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If you don’t watch “The Town” obsessively, you’ll never be the Celtics’ coach.
Flurry in Fourth
Jamal Murray buries L.A.
The Lakers were hoping a spirited Game 1 second half had solved all their problems. And even though the idea of Rui Hachimura being the great Nikola Jokić equalizer never really had any legs, the Lakers’ top defense uglied up plenty of Game 2.
It had Jamal Murray out of rhythm. It treated Aaron Gordon like he’s Ben Simmons. LeBron James as a primary defender on Jokić throughout big portions of this game helped keep the two-time MVP out of rhythm. He turned the ball over and missed jumpers and just wasn’t as crisp as we’re used to seeing.
However, the Lakers suffered their own offensive woes. Denver’s defense was giving up great opportunities to Hachimura, who posted 21 points on 8-of-10 shooting off the bench. But the Nuggets defense shut down Anthony Davis, lived with deep LeBron jumpers and held D’Angelo Russell and Dennis Schröder to a combined 14 points on 5-of-17 shooting and five assists.
Both teams were slogging through this game. But in the fourth, Murray went supernova and damn near outscored the Lakers by himself. Thanks to some free throws at the end, Murray had 23 of his 37 points in the final 12 minutes. The Lakers had 24 in the quarter. And Denver won 108-103.
Murray helped the Nuggets survive the non-Jokić minutes (minus-2 in 6:03), and even though Jokić was “off” in this game, he still finished with 23 points, 17 rebounds, 12 assists and three steals.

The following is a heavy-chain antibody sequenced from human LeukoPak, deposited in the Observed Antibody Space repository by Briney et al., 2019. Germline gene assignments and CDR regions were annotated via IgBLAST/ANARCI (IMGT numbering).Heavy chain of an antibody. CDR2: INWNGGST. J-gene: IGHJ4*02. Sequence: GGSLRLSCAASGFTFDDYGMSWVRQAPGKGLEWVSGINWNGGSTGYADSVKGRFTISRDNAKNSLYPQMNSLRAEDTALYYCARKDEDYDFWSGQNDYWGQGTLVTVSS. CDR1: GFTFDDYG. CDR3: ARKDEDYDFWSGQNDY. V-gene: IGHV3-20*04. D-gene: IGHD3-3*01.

Now the Nuggets are up 2-0 headed back to L.A., as Michael Malone fabricates more motivation for his team. Hey, Michael: Subscribe to The Athletic! We have a great deal for you!
Also from Game 2:
Read more: Sam Amick’s notes from Lakers-Nuggets
Latest From Shams
Carousel keeps spinning
As the playoffs roll on, five teams remain in search of their next coach: the Bucks, Sixers, Suns, Raptors and Pistons.
The process is ongoing and fluid for all five clubs that are doing their due diligence to select the coach who best fits their organization. I’m continuing to track each of those situations, and you should expect much more news here at The Athletic in the coming week as the process enters the final stages for each of the teams.
One major name on the carousel is Nick Nurse, who was let go by the Raptors after five seasons that included Toronto’s first NBA title. He is expected to begin his formal process with meetings with Milwaukee, Phoenix and Philadelphia and is expected to be in high demand and could possibly have his job to choose from, essentially his own selection process.
We’ll have much more as things develop. Back to you, Zach.
Mazzulla’s movie must
Don’t get me wrong: I love to rewatch movies. I’ve seen “Horrible Bosses 2,” “My Cousin Vinny,” and the “John Wick,” “Fast & Furious,” and “Mission Impossible” franchises more times than humanly possible. It’s a great time waster to reset my mental state.
This GQ profile on Celtics coach Joe Mazzulla revisits the revelation from January that he watches “The Town” regularly.
As was first reported in January, Mazzulla screens the 2010 Ben Affleck crime drama The Town, which has a runtime of two hours and four minutes, four times a week. When asked how that relates to the Celtics, he said that it’s “just a Boston mindset.”